In effect, cognition should be recognized and conditioned as instrumentally superior to conditioning itself. This is similar to the way conditioning may inhibit and displace instincts, even though they initiated conditioning in the first place. So, given sufficiently deep self-reflection, curiosity should displace all other motives. Which already happened for the best scientists.

Recapitulation & more “meta”.

Equalization, or simple entropic averaging, forms continuous patterns by increasing similarity between interacting objects, at the expense of decreasing similarity within each (variation drift to smaller scales).
Reproduction increases core/environment differentiation
by selectively replicating internally differentiated genotype pattern, & by introducing externally differentiated adaptive phenotype which collects the "constituents" for such replication. The "ecosystem" for reproduction must be non-random: "stabilized" by prior entropic equilibration.
Correspondence maximization further differentiates a core from environment. Only the quantity of an input is represented: the sensors "modulate" internal "memory" into a quantitative equivalent of an external impact, with minimal incorporation of the constituents. Moreover, only the match among inputs is maximized, by "selecting" only their projected coordinates, not the inputs themselves. The conserved core here is predictive correspondence, patterns & algorithms themselves are adaptively "metabolized" to maximize it. The "ecosystem" for representations, such as brain, develops by previous reproduction
of functionally equivalent memory & recognition processing "cells".

A higher-phase core "exploits" the lower-phase ones within its adaptive phenotype. This
competition among core types is not obvious: life accelerates the growth of entropy, & cognition requires increasing numbers of "reproduced" memory & processor cells. But internal & external differentiation of a genotype "disrupts" S-T continuity (entropy) by increasing specialization & metabolism. And predictive correspondence of a cognitive system is maximized by accelerated "pattern metabolism" in memory, reducing stability of representations. Memory & processor cells don't have to be physically identical, only functionally equivalent, & technical progress accelerates the turnover of computational substrates. In other words, fitness of a more-abstract core comes at the cost of less stable specifics in its adaptive hierarchy, increasing the disparity in recurrence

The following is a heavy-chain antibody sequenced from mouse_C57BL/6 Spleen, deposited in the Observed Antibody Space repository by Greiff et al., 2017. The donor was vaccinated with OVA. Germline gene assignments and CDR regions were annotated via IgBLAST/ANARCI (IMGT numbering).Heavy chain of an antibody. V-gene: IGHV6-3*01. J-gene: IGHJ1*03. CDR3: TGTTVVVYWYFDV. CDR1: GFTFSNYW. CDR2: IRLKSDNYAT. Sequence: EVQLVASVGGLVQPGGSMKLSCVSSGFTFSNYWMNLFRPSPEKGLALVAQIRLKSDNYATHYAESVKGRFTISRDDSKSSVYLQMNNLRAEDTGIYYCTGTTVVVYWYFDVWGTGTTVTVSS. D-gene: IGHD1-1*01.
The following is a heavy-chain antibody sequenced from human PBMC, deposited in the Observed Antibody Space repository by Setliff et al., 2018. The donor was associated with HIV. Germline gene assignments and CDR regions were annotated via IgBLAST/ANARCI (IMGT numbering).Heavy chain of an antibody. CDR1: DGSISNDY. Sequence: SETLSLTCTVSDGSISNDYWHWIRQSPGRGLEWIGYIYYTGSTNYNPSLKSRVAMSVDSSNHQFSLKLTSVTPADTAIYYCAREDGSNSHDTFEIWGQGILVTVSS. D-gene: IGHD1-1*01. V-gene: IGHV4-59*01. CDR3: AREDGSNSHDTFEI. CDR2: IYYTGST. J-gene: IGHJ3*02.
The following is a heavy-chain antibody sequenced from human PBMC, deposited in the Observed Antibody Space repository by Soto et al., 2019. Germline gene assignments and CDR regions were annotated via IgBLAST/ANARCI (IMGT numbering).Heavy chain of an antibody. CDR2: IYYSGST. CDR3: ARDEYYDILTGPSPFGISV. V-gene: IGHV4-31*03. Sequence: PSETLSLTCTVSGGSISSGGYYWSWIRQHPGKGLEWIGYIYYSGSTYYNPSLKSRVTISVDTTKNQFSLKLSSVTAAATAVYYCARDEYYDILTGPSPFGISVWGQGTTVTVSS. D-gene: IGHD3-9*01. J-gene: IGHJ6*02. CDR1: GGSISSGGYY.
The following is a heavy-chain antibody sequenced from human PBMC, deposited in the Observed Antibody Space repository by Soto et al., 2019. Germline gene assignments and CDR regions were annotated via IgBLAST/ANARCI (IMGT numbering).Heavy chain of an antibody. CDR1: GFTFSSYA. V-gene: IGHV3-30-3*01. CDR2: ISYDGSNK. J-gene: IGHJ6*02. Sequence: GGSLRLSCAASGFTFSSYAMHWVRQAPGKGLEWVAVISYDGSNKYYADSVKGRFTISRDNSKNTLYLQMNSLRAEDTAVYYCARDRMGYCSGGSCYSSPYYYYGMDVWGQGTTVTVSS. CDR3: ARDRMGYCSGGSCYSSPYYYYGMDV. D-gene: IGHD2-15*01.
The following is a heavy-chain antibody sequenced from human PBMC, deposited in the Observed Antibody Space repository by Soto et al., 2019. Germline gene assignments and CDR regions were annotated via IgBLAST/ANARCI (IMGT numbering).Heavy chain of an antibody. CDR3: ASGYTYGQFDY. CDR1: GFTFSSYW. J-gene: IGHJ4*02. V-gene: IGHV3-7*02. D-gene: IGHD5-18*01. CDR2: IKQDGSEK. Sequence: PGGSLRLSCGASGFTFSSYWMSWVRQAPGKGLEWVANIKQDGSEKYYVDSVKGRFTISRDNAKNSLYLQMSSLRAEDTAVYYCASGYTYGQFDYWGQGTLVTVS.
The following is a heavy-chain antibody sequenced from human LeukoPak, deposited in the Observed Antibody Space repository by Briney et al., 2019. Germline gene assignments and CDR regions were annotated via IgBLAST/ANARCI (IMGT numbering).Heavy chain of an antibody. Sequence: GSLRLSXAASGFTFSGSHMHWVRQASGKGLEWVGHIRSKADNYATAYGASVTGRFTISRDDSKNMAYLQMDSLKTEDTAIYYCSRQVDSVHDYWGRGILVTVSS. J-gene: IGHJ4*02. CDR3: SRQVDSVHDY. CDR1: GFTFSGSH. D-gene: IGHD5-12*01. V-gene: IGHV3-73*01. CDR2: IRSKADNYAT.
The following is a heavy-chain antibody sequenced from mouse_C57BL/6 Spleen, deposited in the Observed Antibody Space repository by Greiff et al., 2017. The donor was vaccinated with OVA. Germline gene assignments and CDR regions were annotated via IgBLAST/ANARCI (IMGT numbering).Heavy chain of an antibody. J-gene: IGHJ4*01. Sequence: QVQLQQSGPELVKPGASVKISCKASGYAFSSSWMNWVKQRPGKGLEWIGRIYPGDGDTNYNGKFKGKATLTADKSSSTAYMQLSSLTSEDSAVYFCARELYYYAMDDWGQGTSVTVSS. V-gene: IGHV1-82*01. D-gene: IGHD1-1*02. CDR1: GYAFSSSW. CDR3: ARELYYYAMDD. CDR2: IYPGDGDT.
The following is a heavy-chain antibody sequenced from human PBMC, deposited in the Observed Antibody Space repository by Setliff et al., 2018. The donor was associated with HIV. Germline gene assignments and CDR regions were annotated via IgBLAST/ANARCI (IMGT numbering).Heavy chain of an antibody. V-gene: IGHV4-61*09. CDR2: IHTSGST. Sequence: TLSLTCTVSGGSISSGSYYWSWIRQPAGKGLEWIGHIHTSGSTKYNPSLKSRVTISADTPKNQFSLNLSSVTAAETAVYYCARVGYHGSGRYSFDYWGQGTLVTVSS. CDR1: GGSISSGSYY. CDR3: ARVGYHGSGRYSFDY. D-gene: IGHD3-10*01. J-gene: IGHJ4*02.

between a core & its environment.

A more abstract core requires & enables more
functionally differentiated adaptive hierarchy, which is correspondingly resource-intensive. Metaevolution is a universal, rather than local, trend only if the best more complex systems are a more efficient than the best less complex ones. That seems plausible because specialized instruments
produced by functional differentiation are intrinsically more efficient than multi-purpose ones. But this efficiency is realized only in correspondingly diverse environments, with enough targets for such specialization. Such diversity is increased by functional differentiation:
a) larger systems form a new level of ecosystem, b) their resources enable greater range of winner-takes-all competition, & effective diversity is likely to grow with the range. So, differentiation drives a self-reinforcing cycle, providing a competitive advantage for still more differentiated systems.

There are lower forms of recurrence than classical entropy, & higher than cognitive representation:
-
Quantum probability should be l
ower than entropy: matter/energy conservation & resulting entropic equalization stops on the scale of quantum effects. So, the recurrence maximized by classical entropy is not really continuous, not nearly as much as the distribution of probability within a quantum wave. In fact, there can be no ultimate beginning for metaevolution, - perfect randomness is inconceivable.
-
Mathematical compression,
derived by deduction, is more abstract than cognitive modulated correspondence. Math is a body of computational short-cuts, which are not representative of reality per se, but are universally instrumental for discovering predictive representations. Beyond known math, there must be indefinite number of potentially instrumental meta-representative layers.

Meta evolution as proposed here is a process of selective abstraction & spatio-temporal stabilization of
mutual correspondence within any “ecosystem”. Ladies & Gentlemen, the meaning of life, universe, & everything: increasing recurrence of relatively shrinking conserved cores.